MINNEAPOLIS — It wasn't all doom and gloom in 2017. The year was also filled with awe-inspiring moments that united us and warmed the heart.
The first total solar eclipse to cross the U.S. in a century bought millions together in what some could only describe as a primal experience. Thousands of immigrants took the oath of citizenship, realizing their dreams of becoming Americans. And one adorable baby, Fiona the hippopotamus, became a story of survival as she overcame the odds and tumbled into the world's heart.
The stories provided some lighthearted moments amid a series of deadly mass shootings, terrorist attacks, hurricanes, wildfires, sexual harassment scandals and other tragic news in 2017.
Here's a look at a few of the moving, unifying and just plain fun moments of 2017:
It seems nothing brought Americans together more than the first total solar eclipse to move across the U.S. in a century.
For one moment in the middle of an August day, millions of people stopped what they were doing and gazed upward in wonder as the moon slipped over the sun — leaving a path of total darkness that stretched from Oregon to South Carolina. Some eclipse watchers sang, some danced and some were moved to tears. Kids thought it was pure magic, and people traveled to remote sections of the country to get the best glimpse.
A study by the University of Michigan, requested by NASA, estimated that 215 million American adults — or 88 percent of the country's adult population — viewed the eclipse either directly or electronically. That's 104 million more than the 2017 Super Bowl.
"People were really just about nature, about this phenomenon that was happening," said Mamta Patel Nagaraja, who works on public engagement for NASA. "It didn't matter what color, creed, race, economic ladder you were on, people just went out and enjoyed it.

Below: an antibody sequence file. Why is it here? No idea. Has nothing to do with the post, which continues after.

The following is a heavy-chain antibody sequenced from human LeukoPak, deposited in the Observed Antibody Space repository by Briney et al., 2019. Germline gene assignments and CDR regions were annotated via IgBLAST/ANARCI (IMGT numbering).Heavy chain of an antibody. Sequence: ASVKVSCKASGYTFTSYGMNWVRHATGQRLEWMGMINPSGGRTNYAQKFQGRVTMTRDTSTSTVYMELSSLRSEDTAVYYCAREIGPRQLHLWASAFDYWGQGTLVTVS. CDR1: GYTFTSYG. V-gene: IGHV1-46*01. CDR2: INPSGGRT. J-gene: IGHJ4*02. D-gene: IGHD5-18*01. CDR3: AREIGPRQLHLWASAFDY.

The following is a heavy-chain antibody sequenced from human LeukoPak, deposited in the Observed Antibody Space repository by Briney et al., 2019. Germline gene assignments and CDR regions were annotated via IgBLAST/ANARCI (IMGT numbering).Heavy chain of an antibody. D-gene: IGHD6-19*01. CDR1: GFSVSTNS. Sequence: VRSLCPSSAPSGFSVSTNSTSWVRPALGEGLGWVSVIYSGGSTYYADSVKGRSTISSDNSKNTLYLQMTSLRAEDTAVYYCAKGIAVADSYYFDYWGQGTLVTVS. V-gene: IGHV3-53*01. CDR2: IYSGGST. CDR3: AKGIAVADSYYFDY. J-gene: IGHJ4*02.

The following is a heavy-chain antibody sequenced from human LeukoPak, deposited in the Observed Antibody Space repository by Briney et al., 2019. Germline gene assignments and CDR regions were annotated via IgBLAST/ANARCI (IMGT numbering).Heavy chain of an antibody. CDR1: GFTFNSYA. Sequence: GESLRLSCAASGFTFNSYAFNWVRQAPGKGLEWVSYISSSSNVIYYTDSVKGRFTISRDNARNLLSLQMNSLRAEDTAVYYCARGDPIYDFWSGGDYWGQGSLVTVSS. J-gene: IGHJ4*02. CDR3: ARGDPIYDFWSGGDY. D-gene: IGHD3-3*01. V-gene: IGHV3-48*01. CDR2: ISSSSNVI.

"It transcended all the other things," she said.
This little one wasn't expected to make it.
Fiona, a Nile hippopotamus, was just 29 pounds (13 kilograms) when she was born prematurely in January. After early health scares, she's now thriving at more than 600 pounds (272 kilograms). This sassy girl has become a symbol of survival — and the star attraction at the Cincinnati Zoo & Botanical Garden.
Fiona has captivated the masses and the Team Fiona craze isn't slowing down. She stars in her own internet video series. Tens of millions have gone online to watch her take a bottle, splash in the pool or learn to run.
T-shirts bear her image. She's the subject of children's books. An ice cream flavor and local brew are named in her honor. She gets so many cards and letters that she has her own mail bin. Grown men will lean over the pool in their suits and ties to get close to her, said zoo director Thane Maynard.
"It's Fiona's world, and we're just living in it," Maynard said.
In her early, most vulnerable days, Fiona received letters and pictures from kids who were preemies themselves, urging her to stay strong. After nurses at Cincinnati Children's Hospital Medical Center helped care for the hippo, the zoo sent Fiona-themed onesies to the preemies there.
"We are working with Fiona and her story to spread a number of messages — one is a message of not giving up," Maynard said.